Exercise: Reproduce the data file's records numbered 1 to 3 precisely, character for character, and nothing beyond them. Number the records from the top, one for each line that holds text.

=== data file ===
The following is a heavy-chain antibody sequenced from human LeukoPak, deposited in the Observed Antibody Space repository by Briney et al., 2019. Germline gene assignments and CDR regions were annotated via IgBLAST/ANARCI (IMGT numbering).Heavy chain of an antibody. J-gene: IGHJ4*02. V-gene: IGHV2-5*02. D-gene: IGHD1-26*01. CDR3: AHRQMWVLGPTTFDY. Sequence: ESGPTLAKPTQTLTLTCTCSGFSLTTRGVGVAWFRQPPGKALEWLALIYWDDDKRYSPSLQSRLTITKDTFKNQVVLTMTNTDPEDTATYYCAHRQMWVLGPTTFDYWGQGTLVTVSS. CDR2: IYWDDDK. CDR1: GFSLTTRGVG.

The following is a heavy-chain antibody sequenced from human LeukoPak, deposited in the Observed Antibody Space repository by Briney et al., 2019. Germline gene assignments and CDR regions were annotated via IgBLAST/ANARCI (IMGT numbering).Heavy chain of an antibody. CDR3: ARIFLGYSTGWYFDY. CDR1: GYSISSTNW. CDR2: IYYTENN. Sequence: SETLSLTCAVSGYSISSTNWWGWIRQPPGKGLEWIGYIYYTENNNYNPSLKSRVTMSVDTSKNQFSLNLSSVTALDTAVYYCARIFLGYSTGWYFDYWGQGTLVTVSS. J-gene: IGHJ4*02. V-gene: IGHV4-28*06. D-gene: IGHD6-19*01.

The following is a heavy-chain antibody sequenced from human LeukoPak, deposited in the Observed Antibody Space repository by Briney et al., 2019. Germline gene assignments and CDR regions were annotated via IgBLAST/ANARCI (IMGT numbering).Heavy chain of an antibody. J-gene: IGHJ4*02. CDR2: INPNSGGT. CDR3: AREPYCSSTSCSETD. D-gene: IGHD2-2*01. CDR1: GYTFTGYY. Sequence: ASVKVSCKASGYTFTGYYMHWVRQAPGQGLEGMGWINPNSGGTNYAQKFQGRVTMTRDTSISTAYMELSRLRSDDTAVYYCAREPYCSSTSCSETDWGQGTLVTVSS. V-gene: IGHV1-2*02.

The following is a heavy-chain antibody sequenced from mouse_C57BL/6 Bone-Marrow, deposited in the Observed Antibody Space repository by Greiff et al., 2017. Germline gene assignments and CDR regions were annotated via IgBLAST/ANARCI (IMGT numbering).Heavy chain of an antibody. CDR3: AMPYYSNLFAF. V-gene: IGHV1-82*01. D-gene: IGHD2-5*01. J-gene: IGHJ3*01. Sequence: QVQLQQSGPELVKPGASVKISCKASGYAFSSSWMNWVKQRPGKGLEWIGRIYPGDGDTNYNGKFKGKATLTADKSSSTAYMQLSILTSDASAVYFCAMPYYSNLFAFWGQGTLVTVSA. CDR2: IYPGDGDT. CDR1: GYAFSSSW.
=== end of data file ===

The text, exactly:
The following is a heavy-chain antibody sequenced from human LeukoPak, deposited in the Observed Antibody Space repository by Briney et al., 2019. Germline gene assignments and CDR regions were annotated via IgBLAST/ANARCI (IMGT numbering).Heavy chain of an antibody. J-gene: IGHJ4*02. V-gene: IGHV2-5*02. D-gene: IGHD1-26*01. CDR3: AHRQMWVLGPTTFDY. Sequence: ESGPTLAKPTQTLTLTCTCSGFSLTTRGVGVAWFRQPPGKALEWLALIYWDDDKRYSPSLQSRLTITKDTFKNQVVLTMTNTDPEDTATYYCAHRQMWVLGPTTFDYWGQGTLVTVSS. CDR2: IYWDDDK. CDR1: GFSLTTRGVG.

The following is a heavy-chain antibody sequenced from human LeukoPak, deposited in the Observed Antibody Space repository by Briney et al., 2019. Germline gene assignments and CDR regions were annotated via IgBLAST/ANARCI (IMGT numbering).Heavy chain of an antibody. CDR3: ARIFLGYSTGWYFDY. CDR1: GYSISSTNW. CDR2: IYYTENN. Sequence: SETLSLTCAVSGYSISSTNWWGWIRQPPGKGLEWIGYIYYTENNNYNPSLKSRVTMSVDTSKNQFSLNLSSVTALDTAVYYCARIFLGYSTGWYFDYWGQGTLVTVSS. J-gene: IGHJ4*02. V-gene: IGHV4-28*06. D-gene: IGHD6-19*01.

The following is a heavy-chain antibody sequenced from human LeukoPak, deposited in the Observed Antibody Space repository by Briney et al., 2019. Germline gene assignments and CDR regions were annotated via IgBLAST/ANARCI (IMGT numbering).Heavy chain of an antibody. J-gene: IGHJ4*02. CDR2: INPNSGGT. CDR3: AREPYCSSTSCSETD. D-gene: IGHD2-2*01. CDR1: GYTFTGYY. Sequence: ASVKVSCKASGYTFTGYYMHWVRQAPGQGLEGMGWINPNSGGTNYAQKFQGRVTMTRDTSISTAYMELSRLRSDDTAVYYCAREPYCSSTSCSETDWGQGTLVTVSS. V-gene: IGHV1-2*02.